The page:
These indications of a spiritual turn of mind being reported to Dr. Benson, bishop of Gloucester, that prelate made Mr Whitefield, then in his twenty-first year, an offer of ordination, which he accepted, and after much prayer and study of the thirty-nine articles, he was made a deacon in 1736. Such was the fervency of his manner, that at his first sermon in Gloucester, “ On the necessity and benefit of religious society;" a complaint was made to the bishop that he had driven fifteen persons mad, on which the latter calmly observed that he hoped the madness would not be forgotten before the next Sunday. Whitefield then returned to Oxford, took the degree of B. A., and diligently exercised himself in the instruction of the poor and the prisoners. For the two succeeding years, by his preaching in London, Bath, Bristol, and other places, his fame became widely diffused ; large auditories every where attended upon him, and of his powers of gaining and fixing attention in the pulpit, the most ample and disinterested testimonies are afforded. He had the advantage of a strong and musical voice, over which he possessed an extraordinary command, a clear and distinct pronunciation, and a vein of natural eloquence springing from an active imagination and ardent feel. ings. His topics were of the kind best adapted to work upon spontaneous and undisciplined minds. He roused them by appalling pictures of the terrors of the Lord; and when thereby awakened, consoled them by the doctrines of regeneration and justification by faith. His first sermon in London was delivered in 1736, at St Botolph, Bishopsgate, and he also preached alternately at the chapel of the Tower, at Wapping chapel, and in the prison at Ludgate.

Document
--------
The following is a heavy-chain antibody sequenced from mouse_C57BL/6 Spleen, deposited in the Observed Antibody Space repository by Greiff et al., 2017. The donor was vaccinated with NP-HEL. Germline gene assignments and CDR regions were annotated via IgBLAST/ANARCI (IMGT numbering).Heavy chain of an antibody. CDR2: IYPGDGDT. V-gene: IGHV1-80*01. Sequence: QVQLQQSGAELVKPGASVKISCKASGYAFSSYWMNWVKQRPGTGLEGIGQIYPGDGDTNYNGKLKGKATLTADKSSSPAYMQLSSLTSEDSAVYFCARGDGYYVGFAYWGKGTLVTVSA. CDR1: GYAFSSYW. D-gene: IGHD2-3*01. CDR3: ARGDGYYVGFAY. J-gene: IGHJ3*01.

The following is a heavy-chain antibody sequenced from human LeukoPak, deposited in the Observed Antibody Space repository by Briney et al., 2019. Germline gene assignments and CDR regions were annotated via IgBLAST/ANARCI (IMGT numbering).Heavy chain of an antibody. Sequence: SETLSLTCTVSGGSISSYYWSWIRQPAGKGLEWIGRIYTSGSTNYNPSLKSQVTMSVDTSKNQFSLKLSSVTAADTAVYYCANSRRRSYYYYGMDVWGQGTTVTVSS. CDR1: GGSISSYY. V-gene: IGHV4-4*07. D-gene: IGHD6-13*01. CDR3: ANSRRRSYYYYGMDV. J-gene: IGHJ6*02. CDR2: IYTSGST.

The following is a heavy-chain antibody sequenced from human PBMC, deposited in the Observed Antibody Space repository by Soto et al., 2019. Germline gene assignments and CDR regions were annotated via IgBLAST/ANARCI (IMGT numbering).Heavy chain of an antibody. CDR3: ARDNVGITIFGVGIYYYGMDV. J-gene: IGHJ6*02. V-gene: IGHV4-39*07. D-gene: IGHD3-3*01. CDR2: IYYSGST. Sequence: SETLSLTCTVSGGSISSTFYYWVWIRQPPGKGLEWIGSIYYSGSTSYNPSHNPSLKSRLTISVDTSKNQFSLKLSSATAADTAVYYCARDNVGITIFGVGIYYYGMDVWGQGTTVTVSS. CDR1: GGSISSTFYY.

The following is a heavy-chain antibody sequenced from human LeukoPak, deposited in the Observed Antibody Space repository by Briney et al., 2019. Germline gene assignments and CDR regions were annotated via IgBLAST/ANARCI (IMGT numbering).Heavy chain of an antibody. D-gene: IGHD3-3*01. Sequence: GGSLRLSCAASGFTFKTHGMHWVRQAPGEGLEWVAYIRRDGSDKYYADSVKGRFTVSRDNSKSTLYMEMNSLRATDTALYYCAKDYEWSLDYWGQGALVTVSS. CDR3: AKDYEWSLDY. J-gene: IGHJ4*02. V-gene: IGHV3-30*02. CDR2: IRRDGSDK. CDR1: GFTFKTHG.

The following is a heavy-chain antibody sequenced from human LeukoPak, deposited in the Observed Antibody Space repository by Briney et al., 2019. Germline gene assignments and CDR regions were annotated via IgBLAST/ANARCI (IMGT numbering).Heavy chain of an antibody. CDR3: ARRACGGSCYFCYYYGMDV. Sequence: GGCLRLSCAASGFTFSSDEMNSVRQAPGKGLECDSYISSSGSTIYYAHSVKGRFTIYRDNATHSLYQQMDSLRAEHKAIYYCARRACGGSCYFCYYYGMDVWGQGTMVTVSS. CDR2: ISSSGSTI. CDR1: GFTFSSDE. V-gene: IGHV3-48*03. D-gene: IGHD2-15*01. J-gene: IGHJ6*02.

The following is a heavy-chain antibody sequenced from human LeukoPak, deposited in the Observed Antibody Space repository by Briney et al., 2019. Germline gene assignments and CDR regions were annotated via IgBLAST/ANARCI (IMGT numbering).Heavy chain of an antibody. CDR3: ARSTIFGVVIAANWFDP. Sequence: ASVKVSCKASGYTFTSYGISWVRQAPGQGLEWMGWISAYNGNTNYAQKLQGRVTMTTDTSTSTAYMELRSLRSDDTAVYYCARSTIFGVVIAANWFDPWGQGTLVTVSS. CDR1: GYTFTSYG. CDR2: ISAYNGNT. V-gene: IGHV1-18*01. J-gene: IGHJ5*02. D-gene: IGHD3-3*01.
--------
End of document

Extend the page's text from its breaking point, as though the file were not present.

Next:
In the same year, 1736, he received an invitation to officiate as minister at Dummer, in Hampshire, and about this time began to feel anxious to join the Wesleys and Ingham, who had gone out as missionaries to a new colony at Georgia, and whose letters inspired him with a warm inclination to join them. Being soon after expressly invited to repair to them, towards the close of 1737 he undertook the voyage of which the following journal forms a record. It is deemed proper to usher it in with the original preface, showing the cause of its publication, which appears to have origin. ated in the fact of a copy having reached the press aganst his wishes.



He following journal would never have been published, had not a surreptitious copy of part of it been printed without the author's knowledge or consent. He knows himself too well to obtrude his little private concerns upon the world, especially when intermixed with such passages relating to others, as none but an unthinking person could judge proper to divulge.

Had I (to whom alone Mr W. gave authority to print what his friends should think proper) been advised to publish this journal, all names would certainly have been left out, with those less material circumstances which manifest the persons. And it was at the earnest solicitation of several of Mr W.'s friends that I determined to print the whole, lest something should be trumped up for a voyage from London to Gibraltar.

Those who are mentioned in the surreptitious copy, will, we doubt not, wholly acquit Mr W. and his friends of it;

and several of them we hope by this time think it no scandal to be convicted Christians.

Mr Cooper, it seems, is offended with my calling his edition of Mr W.'s journal a surreptitious one; but, as it crept into the world by stealth, without any just warrant or authority, I know not how to give it a softer epithet.

Mr W. and every author has an undoubted right to suppress any work of his so long as he pleases; and if he think fit to have it printed, he is to determine who shall print it. He likewise has a power to submit his work to the judgment and correction of friends chosen by himself, either entirely to suppress it, if they think that proper; or, if they think more proper to publish it, then to prepare it for the press.